I agree... and would also like to add a choice c) That Dutch Tilt can be someone's style. There's a guy who I watch on DA and 99% of his convention photos are Dutch Tilted at almost the exact same angle. Because of this I can pick out his photos amongst everyone else pretty easily.

I think I know exactly who you're talking about. Is he FL-based?

I figured I should add one of mine in here.
http://images.cosplay.com/photos/31/3186370.jpg

I used a dutch-tilt to give the flowing cape "animation"... to emphasize the appearance of movement. I think that's how I would put it... in any case, I just think it looks much cooler than it would have had it not been tilted in the first place.

brucer007
04-19-2012, 06:39 AM
Thanks for contributing a Dutch Tilt photo Fotaku.

In your photo, your tilt made the vertical lines on the wall become diagonals. I am big on diagonal lines in photos. The tilt also brought the shadow of the cosplayer more into the photo, which helped make for a stronger composition. I don't think the tilt helped or hindered the cosplayer himself.

Who's next? :-)

errido
04-20-2012, 06:51 AM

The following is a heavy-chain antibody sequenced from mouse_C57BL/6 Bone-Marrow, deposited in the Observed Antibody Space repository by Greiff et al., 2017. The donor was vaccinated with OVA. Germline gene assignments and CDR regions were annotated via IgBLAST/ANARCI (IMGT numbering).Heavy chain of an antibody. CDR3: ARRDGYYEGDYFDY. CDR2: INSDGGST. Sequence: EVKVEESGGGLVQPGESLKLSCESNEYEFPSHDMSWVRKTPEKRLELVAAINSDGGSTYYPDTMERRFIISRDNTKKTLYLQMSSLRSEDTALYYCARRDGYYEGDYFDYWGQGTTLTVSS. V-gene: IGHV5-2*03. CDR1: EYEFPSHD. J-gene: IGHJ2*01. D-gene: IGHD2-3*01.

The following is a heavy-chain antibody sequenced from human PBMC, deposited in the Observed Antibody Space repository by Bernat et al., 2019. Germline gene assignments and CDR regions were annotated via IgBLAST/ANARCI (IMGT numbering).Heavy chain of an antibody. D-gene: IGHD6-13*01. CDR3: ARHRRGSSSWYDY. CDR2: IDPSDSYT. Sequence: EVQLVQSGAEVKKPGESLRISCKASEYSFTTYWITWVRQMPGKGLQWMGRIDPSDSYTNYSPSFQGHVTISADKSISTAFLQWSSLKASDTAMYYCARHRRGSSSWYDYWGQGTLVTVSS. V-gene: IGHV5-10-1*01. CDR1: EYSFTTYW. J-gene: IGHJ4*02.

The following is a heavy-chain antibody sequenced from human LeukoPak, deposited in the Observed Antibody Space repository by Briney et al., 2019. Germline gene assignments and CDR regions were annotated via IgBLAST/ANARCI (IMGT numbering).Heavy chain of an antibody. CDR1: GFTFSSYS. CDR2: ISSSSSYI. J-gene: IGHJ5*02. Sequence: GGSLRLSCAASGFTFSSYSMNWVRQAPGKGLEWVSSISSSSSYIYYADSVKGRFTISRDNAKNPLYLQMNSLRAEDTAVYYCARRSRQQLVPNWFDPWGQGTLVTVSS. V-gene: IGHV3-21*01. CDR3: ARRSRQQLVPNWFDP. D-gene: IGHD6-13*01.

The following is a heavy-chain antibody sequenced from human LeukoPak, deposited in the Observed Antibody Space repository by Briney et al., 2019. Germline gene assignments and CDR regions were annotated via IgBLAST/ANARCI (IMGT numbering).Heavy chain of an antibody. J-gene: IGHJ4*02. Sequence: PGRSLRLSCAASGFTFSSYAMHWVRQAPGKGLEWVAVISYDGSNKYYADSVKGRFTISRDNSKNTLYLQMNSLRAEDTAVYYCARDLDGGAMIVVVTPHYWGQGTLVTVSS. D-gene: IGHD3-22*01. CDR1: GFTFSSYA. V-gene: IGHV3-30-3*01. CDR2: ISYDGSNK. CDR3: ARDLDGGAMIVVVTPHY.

Indeed, the term "Dutch Tilt" is an official name I learned in film school. It was commonly used on the tv show BATMAN with Adam West, to create a feeling of disruption or evil.

I agree with your feedback Convoke. I did also feel, at the time of editing this photo that I wish the swords was better place inside the frame. Actually the fingers were cropped out, but I chose to retouch them to make them complete, within the frame. My tilt was indeed very intentional and considered to create a more dynamic effect. I think it makes her balance on one foot look even more challenging and impressive.

I am still hoping for others to contribute their Dutch Tilted photos to this forum, but for now, here is another of mine. Feel free to comment:

http://images.cosplay.com/photos/29/2992411.jpg

It might just be me, but the tilt in this picture gives makes me confuse. I could not tell if they were lying on the floor or up against the wall. I still have the illusion after I looked at the background. It might be the distance between your models, too. To be honest, I used tilt once and was criticized for that :P but I think you mostly would want to use a tilt if the subject isn't perpendicular to the ground, otherwise it may make people who look at your pictures confused and uncomfortable. It's just my opinion :P

brucer007
04-20-2012, 01:50 PM